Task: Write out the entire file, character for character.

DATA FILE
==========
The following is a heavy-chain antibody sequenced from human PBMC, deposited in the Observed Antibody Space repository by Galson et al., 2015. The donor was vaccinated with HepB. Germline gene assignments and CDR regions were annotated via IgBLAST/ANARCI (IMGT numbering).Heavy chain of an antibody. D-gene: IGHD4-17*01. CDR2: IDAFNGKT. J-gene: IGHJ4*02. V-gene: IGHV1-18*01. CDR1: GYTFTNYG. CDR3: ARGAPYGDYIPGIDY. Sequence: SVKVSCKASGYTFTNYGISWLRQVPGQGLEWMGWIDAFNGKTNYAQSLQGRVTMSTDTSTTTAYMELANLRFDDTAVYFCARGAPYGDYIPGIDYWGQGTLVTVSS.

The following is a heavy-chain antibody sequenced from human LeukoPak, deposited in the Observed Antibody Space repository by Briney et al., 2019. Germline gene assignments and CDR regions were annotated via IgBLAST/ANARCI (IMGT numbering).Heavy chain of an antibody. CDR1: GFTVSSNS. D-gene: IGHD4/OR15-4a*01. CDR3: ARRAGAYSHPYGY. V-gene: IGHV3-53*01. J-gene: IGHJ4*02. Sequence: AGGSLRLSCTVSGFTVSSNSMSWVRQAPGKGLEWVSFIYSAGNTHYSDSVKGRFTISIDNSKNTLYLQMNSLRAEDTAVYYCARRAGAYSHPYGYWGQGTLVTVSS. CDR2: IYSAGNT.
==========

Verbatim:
The following is a heavy-chain antibody sequenced from human PBMC, deposited in the Observed Antibody Space repository by Galson et al., 2015. The donor was vaccinated with HepB. Germline gene assignments and CDR regions were annotated via IgBLAST/ANARCI (IMGT numbering).Heavy chain of an antibody. D-gene: IGHD4-17*01. CDR2: IDAFNGKT. J-gene: IGHJ4*02. V-gene: IGHV1-18*01. CDR1: GYTFTNYG. CDR3: ARGAPYGDYIPGIDY. Sequence: SVKVSCKASGYTFTNYGISWLRQVPGQGLEWMGWIDAFNGKTNYAQSLQGRVTMSTDTSTTTAYMELANLRFDDTAVYFCARGAPYGDYIPGIDYWGQGTLVTVSS.

The following is a heavy-chain antibody sequenced from human LeukoPak, deposited in the Observed Antibody Space repository by Briney et al., 2019. Germline gene assignments and CDR regions were annotated via IgBLAST/ANARCI (IMGT numbering).Heavy chain of an antibody. CDR1: GFTVSSNS. D-gene: IGHD4/OR15-4a*01. CDR3: ARRAGAYSHPYGY. V-gene: IGHV3-53*01. J-gene: IGHJ4*02. Sequence: AGGSLRLSCTVSGFTVSSNSMSWVRQAPGKGLEWVSFIYSAGNTHYSDSVKGRFTISIDNSKNTLYLQMNSLRAEDTAVYYCARRAGAYSHPYGYWGQGTLVTVSS. CDR2: IYSAGNT.